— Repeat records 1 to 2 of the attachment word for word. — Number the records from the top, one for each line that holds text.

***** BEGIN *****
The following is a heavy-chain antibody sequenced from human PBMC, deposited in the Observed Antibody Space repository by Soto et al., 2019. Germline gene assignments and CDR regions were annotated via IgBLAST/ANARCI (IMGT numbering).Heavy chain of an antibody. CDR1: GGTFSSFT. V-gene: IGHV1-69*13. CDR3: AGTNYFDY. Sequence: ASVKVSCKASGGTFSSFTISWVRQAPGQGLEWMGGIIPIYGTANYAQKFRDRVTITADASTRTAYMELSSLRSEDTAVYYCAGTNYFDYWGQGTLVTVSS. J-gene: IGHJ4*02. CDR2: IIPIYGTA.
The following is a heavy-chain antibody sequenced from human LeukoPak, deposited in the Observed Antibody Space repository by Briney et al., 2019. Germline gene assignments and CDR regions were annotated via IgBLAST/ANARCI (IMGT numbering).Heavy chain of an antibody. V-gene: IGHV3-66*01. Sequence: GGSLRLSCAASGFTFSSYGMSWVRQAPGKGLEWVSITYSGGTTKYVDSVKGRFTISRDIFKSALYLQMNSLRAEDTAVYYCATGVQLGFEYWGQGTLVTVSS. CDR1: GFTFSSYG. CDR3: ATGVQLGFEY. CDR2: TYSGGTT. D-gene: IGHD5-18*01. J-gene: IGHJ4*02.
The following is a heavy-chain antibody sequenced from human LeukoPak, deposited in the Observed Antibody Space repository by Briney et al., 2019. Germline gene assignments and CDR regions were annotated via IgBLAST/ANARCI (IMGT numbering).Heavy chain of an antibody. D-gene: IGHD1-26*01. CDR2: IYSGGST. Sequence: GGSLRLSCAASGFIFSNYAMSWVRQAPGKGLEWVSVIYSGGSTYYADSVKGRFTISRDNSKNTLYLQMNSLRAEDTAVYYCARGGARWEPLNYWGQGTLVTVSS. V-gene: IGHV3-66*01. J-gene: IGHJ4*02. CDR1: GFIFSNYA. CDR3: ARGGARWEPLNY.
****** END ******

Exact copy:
The following is a heavy-chain antibody sequenced from human PBMC, deposited in the Observed Antibody Space repository by Soto et al., 2019. Germline gene assignments and CDR regions were annotated via IgBLAST/ANARCI (IMGT numbering).Heavy chain of an antibody. CDR1: GGTFSSFT. V-gene: IGHV1-69*13. CDR3: AGTNYFDY. Sequence: ASVKVSCKASGGTFSSFTISWVRQAPGQGLEWMGGIIPIYGTANYAQKFRDRVTITADASTRTAYMELSSLRSEDTAVYYCAGTNYFDYWGQGTLVTVSS. J-gene: IGHJ4*02. CDR2: IIPIYGTA.
The following is a heavy-chain antibody sequenced from human LeukoPak, deposited in the Observed Antibody Space repository by Briney et al., 2019. Germline gene assignments and CDR regions were annotated via IgBLAST/ANARCI (IMGT numbering).Heavy chain of an antibody. V-gene: IGHV3-66*01. Sequence: GGSLRLSCAASGFTFSSYGMSWVRQAPGKGLEWVSITYSGGTTKYVDSVKGRFTISRDIFKSALYLQMNSLRAEDTAVYYCATGVQLGFEYWGQGTLVTVSS. CDR1: GFTFSSYG. CDR3: ATGVQLGFEY. CDR2: TYSGGTT. D-gene: IGHD5-18*01. J-gene: IGHJ4*02.